The m4 is currently scheduled for public availability on April 26 (coincidentally the same day I founded AnandTech fourteen years ago), pricing is still TBD. Back at CES Micron gave me a rough indication of pricing however I'm not sure if those prices are higher or lower than what the m4 will ship at. Owning part of a NAND fab obviously gives Micron pricing flexibility, however it also needs to maintain very high profit margins in order to keep said fab up and running (and investors happy).

The Test


Intel Core i7 965 running at 3.2GHz (Turbo & EIST Disabled)

Intel Core i7 2600K running at 3.4GHz (Turbo & EIST Disabled)—for AT SB 2011, AS SSD & ATTO


Intel DX58SO (Intel X58)

Intel H67 Motherboard


Intel X58 + Marvell SATA 6Gbps PCIe

Intel H67
Chipset Drivers:

Intel + Intel IMSM 8.9

Intel + Intel RST 10.2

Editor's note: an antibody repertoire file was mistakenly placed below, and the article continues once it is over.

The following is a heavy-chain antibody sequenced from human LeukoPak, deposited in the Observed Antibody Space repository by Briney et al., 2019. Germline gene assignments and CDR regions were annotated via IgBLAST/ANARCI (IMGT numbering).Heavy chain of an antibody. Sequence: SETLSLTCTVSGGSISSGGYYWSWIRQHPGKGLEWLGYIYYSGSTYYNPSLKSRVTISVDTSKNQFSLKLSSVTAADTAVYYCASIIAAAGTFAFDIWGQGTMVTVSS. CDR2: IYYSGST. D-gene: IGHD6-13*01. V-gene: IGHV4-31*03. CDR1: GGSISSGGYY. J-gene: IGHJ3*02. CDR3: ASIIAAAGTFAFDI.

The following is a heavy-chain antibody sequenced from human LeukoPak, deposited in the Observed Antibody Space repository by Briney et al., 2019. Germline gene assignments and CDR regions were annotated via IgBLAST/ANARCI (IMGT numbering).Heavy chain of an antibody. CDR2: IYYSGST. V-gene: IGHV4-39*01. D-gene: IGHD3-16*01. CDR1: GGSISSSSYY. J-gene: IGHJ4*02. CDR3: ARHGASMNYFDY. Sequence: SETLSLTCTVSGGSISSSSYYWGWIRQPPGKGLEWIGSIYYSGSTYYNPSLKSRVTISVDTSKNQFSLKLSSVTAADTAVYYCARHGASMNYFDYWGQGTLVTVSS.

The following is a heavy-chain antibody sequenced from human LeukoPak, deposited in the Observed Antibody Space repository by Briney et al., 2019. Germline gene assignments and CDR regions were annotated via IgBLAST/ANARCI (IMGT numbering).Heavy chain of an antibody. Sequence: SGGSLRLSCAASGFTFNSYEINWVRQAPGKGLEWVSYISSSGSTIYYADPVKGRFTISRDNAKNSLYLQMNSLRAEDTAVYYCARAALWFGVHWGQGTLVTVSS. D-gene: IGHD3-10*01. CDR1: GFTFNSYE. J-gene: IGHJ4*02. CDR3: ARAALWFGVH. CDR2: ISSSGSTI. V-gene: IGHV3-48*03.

Memory: Qimonda DDR3-1333 4 x 1GB (7-7-7-20)
Video Card: eVGA GeForce GTX 285
Video Drivers: NVIDIA ForceWare 190.38 64-bit
Desktop Resolution: 1920 x 1200
OS: Windows 7 x64


Random Read/Write Speed & TRIM Analysis
Comments Locked


View All Comments

  • killless - Friday, April 1, 2011 - link

    I frequently use VMWare at work.
    One of the tasks that takes forever is deleting VMWare snapshots. Or even worse one is shrinking VMWare disk foot print. In both of these cases 95% is spent on disk read/write. They take from minutes to hours. They mix random and sequential access.
    More that that they are fairly repeatable...

    Using Kingstone SSDNow instead of harddisk made a huge impact - it is about 3 times faster. However it still takes 2 hours sometimes to shrink disk.

    I think that would be a good repeatable set of tests.
  • CrustyJuggler - Saturday, April 2, 2011 - link

    I just bought a spanking 15" MacBook Pro which i know supports Intels new Sandybridge and the sata6gb interface. I decided to buy with just the stock HDD which i will move to the optical bay after purchasing one of these new spangly SSDs

    After reading just about every review i'm still non the wiser as to which drive would benefit me the most so I think in conclusion i will wait for the leading drives to be released. The OCZ is always favourable in the benchmarks but the horror stories of reliability coupled with dreadful customer support make me nervous.